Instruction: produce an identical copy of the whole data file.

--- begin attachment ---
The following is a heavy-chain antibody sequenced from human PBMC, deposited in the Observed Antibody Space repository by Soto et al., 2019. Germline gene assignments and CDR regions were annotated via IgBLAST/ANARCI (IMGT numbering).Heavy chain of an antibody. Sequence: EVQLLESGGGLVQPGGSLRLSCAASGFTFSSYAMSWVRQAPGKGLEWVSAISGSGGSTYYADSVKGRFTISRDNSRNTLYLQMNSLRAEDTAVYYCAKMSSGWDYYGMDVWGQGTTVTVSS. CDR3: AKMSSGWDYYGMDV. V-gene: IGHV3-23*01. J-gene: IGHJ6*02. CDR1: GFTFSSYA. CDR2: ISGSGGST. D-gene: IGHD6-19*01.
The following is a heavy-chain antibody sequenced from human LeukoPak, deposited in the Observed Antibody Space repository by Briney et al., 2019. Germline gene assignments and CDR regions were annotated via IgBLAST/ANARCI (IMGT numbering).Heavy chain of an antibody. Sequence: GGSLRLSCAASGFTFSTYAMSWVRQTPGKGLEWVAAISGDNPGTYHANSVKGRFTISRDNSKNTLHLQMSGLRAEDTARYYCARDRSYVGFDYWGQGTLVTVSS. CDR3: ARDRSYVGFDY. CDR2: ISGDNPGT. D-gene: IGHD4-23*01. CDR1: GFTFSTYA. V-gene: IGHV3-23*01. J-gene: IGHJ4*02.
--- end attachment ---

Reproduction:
The following is a heavy-chain antibody sequenced from human PBMC, deposited in the Observed Antibody Space repository by Soto et al., 2019. Germline gene assignments and CDR regions were annotated via IgBLAST/ANARCI (IMGT numbering).Heavy chain of an antibody. Sequence: EVQLLESGGGLVQPGGSLRLSCAASGFTFSSYAMSWVRQAPGKGLEWVSAISGSGGSTYYADSVKGRFTISRDNSRNTLYLQMNSLRAEDTAVYYCAKMSSGWDYYGMDVWGQGTTVTVSS. CDR3: AKMSSGWDYYGMDV. V-gene: IGHV3-23*01. J-gene: IGHJ6*02. CDR1: GFTFSSYA. CDR2: ISGSGGST. D-gene: IGHD6-19*01.
The following is a heavy-chain antibody sequenced from human LeukoPak, deposited in the Observed Antibody Space repository by Briney et al., 2019. Germline gene assignments and CDR regions were annotated via IgBLAST/ANARCI (IMGT numbering).Heavy chain of an antibody. Sequence: GGSLRLSCAASGFTFSTYAMSWVRQTPGKGLEWVAAISGDNPGTYHANSVKGRFTISRDNSKNTLHLQMSGLRAEDTARYYCARDRSYVGFDYWGQGTLVTVSS. CDR3: ARDRSYVGFDY. CDR2: ISGDNPGT. D-gene: IGHD4-23*01. CDR1: GFTFSTYA. V-gene: IGHV3-23*01. J-gene: IGHJ4*02.